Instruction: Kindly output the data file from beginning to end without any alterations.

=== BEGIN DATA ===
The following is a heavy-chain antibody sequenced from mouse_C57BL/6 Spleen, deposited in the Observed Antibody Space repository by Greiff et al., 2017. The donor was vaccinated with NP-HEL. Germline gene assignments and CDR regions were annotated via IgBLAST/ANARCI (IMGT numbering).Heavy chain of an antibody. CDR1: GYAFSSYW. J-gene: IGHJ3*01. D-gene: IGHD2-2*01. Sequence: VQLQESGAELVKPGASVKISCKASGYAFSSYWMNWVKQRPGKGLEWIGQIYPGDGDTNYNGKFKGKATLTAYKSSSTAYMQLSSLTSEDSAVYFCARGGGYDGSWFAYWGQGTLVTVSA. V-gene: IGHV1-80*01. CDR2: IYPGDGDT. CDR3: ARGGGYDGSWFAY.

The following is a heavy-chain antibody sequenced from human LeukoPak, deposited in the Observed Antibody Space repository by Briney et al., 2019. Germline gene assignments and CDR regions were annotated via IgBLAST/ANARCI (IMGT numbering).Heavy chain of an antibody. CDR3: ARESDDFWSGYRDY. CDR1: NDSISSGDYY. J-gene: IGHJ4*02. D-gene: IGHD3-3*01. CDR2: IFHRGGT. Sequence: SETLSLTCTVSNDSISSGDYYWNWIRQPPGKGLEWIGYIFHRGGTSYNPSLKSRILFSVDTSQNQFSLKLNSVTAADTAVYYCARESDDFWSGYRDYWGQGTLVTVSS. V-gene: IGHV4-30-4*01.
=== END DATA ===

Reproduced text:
The following is a heavy-chain antibody sequenced from mouse_C57BL/6 Spleen, deposited in the Observed Antibody Space repository by Greiff et al., 2017. The donor was vaccinated with NP-HEL. Germline gene assignments and CDR regions were annotated via IgBLAST/ANARCI (IMGT numbering).Heavy chain of an antibody. CDR1: GYAFSSYW. J-gene: IGHJ3*01. D-gene: IGHD2-2*01. Sequence: VQLQESGAELVKPGASVKISCKASGYAFSSYWMNWVKQRPGKGLEWIGQIYPGDGDTNYNGKFKGKATLTAYKSSSTAYMQLSSLTSEDSAVYFCARGGGYDGSWFAYWGQGTLVTVSA. V-gene: IGHV1-80*01. CDR2: IYPGDGDT. CDR3: ARGGGYDGSWFAY.

The following is a heavy-chain antibody sequenced from human LeukoPak, deposited in the Observed Antibody Space repository by Briney et al., 2019. Germline gene assignments and CDR regions were annotated via IgBLAST/ANARCI (IMGT numbering).Heavy chain of an antibody. CDR3: ARESDDFWSGYRDY. CDR1: NDSISSGDYY. J-gene: IGHJ4*02. D-gene: IGHD3-3*01. CDR2: IFHRGGT. Sequence: SETLSLTCTVSNDSISSGDYYWNWIRQPPGKGLEWIGYIFHRGGTSYNPSLKSRILFSVDTSQNQFSLKLNSVTAADTAVYYCARESDDFWSGYRDYWGQGTLVTVSS. V-gene: IGHV4-30-4*01.